ALL-AMERICAN PUBLICATIONSPrimary Product: Comic Books
Producing From: 1939-46
Noted For: The Flash, Green Lantern, Wonder Woman and more
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well known today. That's because it spent most of its existence in the shadow of a more famous sister company, DC Comics.
All-American grew out of a disagreement between the partners who owned DC in 1938, Harry Donenfeld and Jack Liebowitz. Donenfeld thought the four monthly comics they were putting out (Action, Adventure, Detective and More Fun) constituted quite enough presence in a yet-unproven area of publishing, but Liebowitz wanted more. So Liebowitz approached Maxwell C. Gaines, then working with McClure Syndicate (There Oughta Be a Law!, King Aroo), about a new partnership to publish a new line of comic books. Liebowitz considered Max Gaines a good prospect for the role not just because Gaines had invented the format of the modern comic book, but also because it was Gaines's young editor, Sheldon Mayer, who had earlier suggested DC buy what was then in the process of becoming its first big hit, Superman.
The new company's flagship title, All-American Comics, started out as a continuation of what Gaines and Mayer had been packaging for years, for a couple of different publishers — reprints of newspaper comics, interspersed with an occasional original story, some starring Mayer's semi-autobiographical character, Scribbly the Boy Cartoonist. The first issue (April, 1939) included Toonerville Folks, Reg'lar Fellers, Skippy and several others. It also included a few non-reprints, such as Hop Harrigan, arguably the company's biggest hit, and the first successful adventuring aviator to start out in comic books.
That same month, the company released the first of six issues of Movie Comics, which ran cartoonist Ed Wheelan's Minute Movies in addition to adapting current films. A few months later, Mutt & Jeff, who had been in All-American Comics from the beginning, got their own comic (which, through a succession of publishers, lasted until 1965).
It was with its fourth title, Flash Comics, that All-American Publications joined the mainstream, which at the time meant superheroes. The first issue (January, 1940) eschewed reprints in favor of The Flash, Hawkman and several other brand-new characters. Shortly afterward, All-American Comics joined the trend by introducing Green Lantern and The Atom. Later launches included Sensation Comics, where Wonder Woman was the star, and Funny Stuff, best remembered for McSnurtle the Turtle and The Dodo & the Frog. In 1942, All-American pioneered in educational comics with Picture Stories from the Bible.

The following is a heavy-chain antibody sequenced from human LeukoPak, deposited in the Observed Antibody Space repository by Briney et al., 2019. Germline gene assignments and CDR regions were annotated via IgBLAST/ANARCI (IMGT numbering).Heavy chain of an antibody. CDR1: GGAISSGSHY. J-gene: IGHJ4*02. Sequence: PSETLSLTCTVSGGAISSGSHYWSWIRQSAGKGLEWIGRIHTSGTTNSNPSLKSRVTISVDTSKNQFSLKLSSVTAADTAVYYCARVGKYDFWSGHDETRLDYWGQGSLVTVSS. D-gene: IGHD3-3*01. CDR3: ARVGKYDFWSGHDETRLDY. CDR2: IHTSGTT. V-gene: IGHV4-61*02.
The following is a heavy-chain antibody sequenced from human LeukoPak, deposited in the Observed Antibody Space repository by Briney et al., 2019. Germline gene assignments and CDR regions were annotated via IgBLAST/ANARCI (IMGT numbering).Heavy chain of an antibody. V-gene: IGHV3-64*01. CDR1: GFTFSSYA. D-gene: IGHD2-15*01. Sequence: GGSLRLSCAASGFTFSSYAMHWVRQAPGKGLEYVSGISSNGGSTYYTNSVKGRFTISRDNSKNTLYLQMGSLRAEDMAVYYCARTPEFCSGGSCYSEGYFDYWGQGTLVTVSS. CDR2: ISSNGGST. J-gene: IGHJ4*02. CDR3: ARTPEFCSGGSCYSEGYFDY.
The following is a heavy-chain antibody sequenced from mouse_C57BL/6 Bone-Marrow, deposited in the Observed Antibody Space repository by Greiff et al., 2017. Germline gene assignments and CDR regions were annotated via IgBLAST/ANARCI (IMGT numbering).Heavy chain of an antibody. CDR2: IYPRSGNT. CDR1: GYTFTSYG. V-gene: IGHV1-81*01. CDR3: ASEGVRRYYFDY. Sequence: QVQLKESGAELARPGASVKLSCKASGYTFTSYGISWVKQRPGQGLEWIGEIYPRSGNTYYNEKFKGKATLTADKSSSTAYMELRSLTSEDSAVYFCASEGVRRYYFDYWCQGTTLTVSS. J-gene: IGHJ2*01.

As a distinct line of comic books, All-American Publications was all but invisible. Early issues had no publisher's logo on the cover, and when one was added, it was DC's. DC and All-American freely promoted each other's comics. Even characters would sometimes pass back and forth. For example, tho The Justice Society of America was published by All-American, half of its charter members were from DC.
The two companies existed side-by-side for a few years, until the partnership became uncomfortable for Gaines and he bought his way out of it. Tho generally considered DC's first giant-size issue, The Big All-American Comic Book (a 1944 oneshot, 128 pages thick) was actually published without a company logo. Subsequent All-American releases used a logo similar to DC's, but with "DC" replaced by "AA". The remaining DC-owned Justice Society members, Starman and The Spectre, were replaced without comment by AA's Mr. Terrific and Wildcat.
In 1946, Gaines had had enough of superheroes (which he'd never personally liked), and sold all his properties except Picture Stories from the Bible and Picture Stories from World History (which became the cornerstone of his new publishing venture, EC Comics) back to DC. From then on, all his characters were permanently, 100% part of the DC line. Later, DC would acquire mass quantities of titles from Quality Comics, Fawcett Publications and other defunct competitors. All-American was the first it swallowed.
In later years, DC had a fair degree of success with such characters as Blackhawk (which it got from Quality), Captain Marvel (from Fawcett) and The Blue Beetle (Charlton). But nothing like the success it had with The Flash, Green Lantern and the many other properties that came from All-American Publications.
All-American Publications articles in Don Markstein's Toonopedia: